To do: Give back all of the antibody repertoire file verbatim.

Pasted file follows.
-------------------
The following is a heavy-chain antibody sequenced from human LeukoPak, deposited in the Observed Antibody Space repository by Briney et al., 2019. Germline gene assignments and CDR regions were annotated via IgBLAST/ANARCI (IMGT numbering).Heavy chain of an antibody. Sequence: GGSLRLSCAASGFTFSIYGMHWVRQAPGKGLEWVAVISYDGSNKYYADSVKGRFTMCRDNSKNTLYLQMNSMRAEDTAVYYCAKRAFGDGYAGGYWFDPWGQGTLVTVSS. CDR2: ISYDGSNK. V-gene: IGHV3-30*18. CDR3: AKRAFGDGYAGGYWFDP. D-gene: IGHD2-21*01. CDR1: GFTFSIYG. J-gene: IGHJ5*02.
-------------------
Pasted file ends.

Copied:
The following is a heavy-chain antibody sequenced from human LeukoPak, deposited in the Observed Antibody Space repository by Briney et al., 2019. Germline gene assignments and CDR regions were annotated via IgBLAST/ANARCI (IMGT numbering).Heavy chain of an antibody. Sequence: GGSLRLSCAASGFTFSIYGMHWVRQAPGKGLEWVAVISYDGSNKYYADSVKGRFTMCRDNSKNTLYLQMNSMRAEDTAVYYCAKRAFGDGYAGGYWFDPWGQGTLVTVSS. CDR2: ISYDGSNK. V-gene: IGHV3-30*18. CDR3: AKRAFGDGYAGGYWFDP. D-gene: IGHD2-21*01. CDR1: GFTFSIYG. J-gene: IGHJ5*02.